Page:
Apple CEO Tim Cook is scheduled to attend a US congressional hearing Tuesday to explain his company's tax avoidance policies. A Senate investigation indicated the firm's methods were resourceful, but legal.
A memorandum by the Senate released a day before Tuesday's congressional hearing identified three Apple subsidiaries having no tax residency in Ireland where they were incorporated or in the US where company executives managed those firms.
It said the main subsidiary, which was a holding company including Apple's retail stores across Europe, had not paid any corporate tax in the past five years.
The Senate added Apple had exploited weaknesses in the current tax system and had not broken any laws and had fully cooperated with the investigation. "Apple has exploited a difference between Irish and US tax residency rules," the report said.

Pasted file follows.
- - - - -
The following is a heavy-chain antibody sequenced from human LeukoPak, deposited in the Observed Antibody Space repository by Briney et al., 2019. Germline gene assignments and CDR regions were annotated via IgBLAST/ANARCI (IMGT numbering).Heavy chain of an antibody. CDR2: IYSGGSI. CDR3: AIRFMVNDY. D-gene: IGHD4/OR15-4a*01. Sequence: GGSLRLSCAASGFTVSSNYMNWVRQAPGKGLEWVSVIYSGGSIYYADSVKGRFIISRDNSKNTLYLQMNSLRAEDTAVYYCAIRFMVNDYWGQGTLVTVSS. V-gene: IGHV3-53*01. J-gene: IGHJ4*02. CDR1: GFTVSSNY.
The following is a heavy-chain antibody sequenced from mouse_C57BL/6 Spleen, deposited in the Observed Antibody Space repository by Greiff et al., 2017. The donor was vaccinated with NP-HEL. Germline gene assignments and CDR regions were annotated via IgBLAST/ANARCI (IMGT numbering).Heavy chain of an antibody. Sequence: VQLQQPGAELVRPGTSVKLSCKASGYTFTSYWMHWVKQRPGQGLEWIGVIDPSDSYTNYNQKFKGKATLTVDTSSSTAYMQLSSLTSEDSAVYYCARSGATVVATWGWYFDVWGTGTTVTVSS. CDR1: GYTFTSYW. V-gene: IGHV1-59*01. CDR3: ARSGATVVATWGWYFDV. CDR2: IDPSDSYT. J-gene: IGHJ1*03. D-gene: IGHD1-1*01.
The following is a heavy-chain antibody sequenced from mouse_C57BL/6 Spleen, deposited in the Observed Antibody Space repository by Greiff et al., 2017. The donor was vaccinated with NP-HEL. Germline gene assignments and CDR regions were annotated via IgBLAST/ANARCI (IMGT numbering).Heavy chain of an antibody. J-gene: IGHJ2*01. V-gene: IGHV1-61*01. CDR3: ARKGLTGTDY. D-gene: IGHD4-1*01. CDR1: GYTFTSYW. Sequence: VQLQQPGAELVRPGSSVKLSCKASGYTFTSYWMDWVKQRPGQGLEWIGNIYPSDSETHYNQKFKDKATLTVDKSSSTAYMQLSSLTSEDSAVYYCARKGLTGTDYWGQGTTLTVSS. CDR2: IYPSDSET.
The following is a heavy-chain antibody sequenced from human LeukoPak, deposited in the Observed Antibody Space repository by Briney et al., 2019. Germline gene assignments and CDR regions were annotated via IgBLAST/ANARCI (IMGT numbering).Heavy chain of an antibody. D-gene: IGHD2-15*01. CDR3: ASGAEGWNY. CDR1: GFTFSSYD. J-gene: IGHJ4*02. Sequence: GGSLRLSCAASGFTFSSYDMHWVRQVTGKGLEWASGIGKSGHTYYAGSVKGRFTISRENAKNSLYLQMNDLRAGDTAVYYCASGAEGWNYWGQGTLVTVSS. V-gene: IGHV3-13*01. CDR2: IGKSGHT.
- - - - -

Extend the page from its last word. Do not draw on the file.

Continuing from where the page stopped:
Tax reform needed
Corporations must pay the top 35-percent corporate taxes on foreign profits, but not until those earnings are brought into the US from abroad. The exception is known as corporate offshore income deferral.
Tuesday's hearing is to shed more light on the weaknesses of the US corporate tax code and comes at a time as lawmakers across the globe are closely scrutinizing the taxes paid or not paid by multinational companies.
Apple said any tax reform should favor lower corporate income tax rates regardless of revenue, eliminate tax expenditures and implement a "reasonable tax on foreign earnings that allows free movement of capital back to the US."
Ireland said Tuesday it was not to blame for the low rate of tax paid by Apple's subsidiaries. "Those taxes are not issues that arise from the Irish taxation system," Irish Deputy Prime Minister Eamon Gilmore told national broadcaster RTE.
hg/hc (AP, Reuters, dpa)